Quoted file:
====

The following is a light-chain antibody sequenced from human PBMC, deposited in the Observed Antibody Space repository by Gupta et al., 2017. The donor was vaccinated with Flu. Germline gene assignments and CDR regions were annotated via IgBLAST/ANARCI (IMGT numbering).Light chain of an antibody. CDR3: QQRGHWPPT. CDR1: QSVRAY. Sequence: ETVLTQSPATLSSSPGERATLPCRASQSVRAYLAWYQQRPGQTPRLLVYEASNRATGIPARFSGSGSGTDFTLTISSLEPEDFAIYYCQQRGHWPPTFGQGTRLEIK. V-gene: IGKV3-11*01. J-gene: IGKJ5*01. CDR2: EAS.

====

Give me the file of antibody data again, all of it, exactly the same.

The following is a light-chain antibody sequenced from human PBMC, deposited in the Observed Antibody Space repository by Gupta et al., 2017. The donor was vaccinated with Flu. Germline gene assignments and CDR regions were annotated via IgBLAST/ANARCI (IMGT numbering).Light chain of an antibody. CDR3: QQRGHWPPT. CDR1: QSVRAY. Sequence: ETVLTQSPATLSSSPGERATLPCRASQSVRAYLAWYQQRPGQTPRLLVYEASNRATGIPARFSGSGSGTDFTLTISSLEPEDFAIYYCQQRGHWPPTFGQGTRLEIK. V-gene: IGKV3-11*01. J-gene: IGKJ5*01. CDR2: EAS.